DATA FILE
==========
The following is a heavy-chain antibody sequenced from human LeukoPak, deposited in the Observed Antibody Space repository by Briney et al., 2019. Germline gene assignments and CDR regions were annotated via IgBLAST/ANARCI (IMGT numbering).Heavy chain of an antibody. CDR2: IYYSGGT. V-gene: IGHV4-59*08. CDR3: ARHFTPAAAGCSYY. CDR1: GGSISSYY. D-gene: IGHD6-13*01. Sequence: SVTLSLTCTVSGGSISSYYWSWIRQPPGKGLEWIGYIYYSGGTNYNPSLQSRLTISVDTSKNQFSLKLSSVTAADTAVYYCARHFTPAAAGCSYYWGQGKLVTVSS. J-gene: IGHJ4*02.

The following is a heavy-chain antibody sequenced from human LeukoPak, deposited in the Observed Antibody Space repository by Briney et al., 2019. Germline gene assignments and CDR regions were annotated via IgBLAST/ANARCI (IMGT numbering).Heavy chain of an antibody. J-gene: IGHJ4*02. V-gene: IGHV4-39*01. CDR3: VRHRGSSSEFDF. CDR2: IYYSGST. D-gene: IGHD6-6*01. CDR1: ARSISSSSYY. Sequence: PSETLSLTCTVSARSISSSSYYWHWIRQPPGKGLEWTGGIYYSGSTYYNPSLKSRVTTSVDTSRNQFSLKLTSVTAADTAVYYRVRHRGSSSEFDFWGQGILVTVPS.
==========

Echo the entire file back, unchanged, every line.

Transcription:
The following is a heavy-chain antibody sequenced from human LeukoPak, deposited in the Observed Antibody Space repository by Briney et al., 2019. Germline gene assignments and CDR regions were annotated via IgBLAST/ANARCI (IMGT numbering).Heavy chain of an antibody. CDR2: IYYSGGT. V-gene: IGHV4-59*08. CDR3: ARHFTPAAAGCSYY. CDR1: GGSISSYY. D-gene: IGHD6-13*01. Sequence: SVTLSLTCTVSGGSISSYYWSWIRQPPGKGLEWIGYIYYSGGTNYNPSLQSRLTISVDTSKNQFSLKLSSVTAADTAVYYCARHFTPAAAGCSYYWGQGKLVTVSS. J-gene: IGHJ4*02.

The following is a heavy-chain antibody sequenced from human LeukoPak, deposited in the Observed Antibody Space repository by Briney et al., 2019. Germline gene assignments and CDR regions were annotated via IgBLAST/ANARCI (IMGT numbering).Heavy chain of an antibody. J-gene: IGHJ4*02. V-gene: IGHV4-39*01. CDR3: VRHRGSSSEFDF. CDR2: IYYSGST. D-gene: IGHD6-6*01. CDR1: ARSISSSSYY. Sequence: PSETLSLTCTVSARSISSSSYYWHWIRQPPGKGLEWTGGIYYSGSTYYNPSLKSRVTTSVDTSRNQFSLKLTSVTAADTAVYYRVRHRGSSSEFDFWGQGILVTVPS.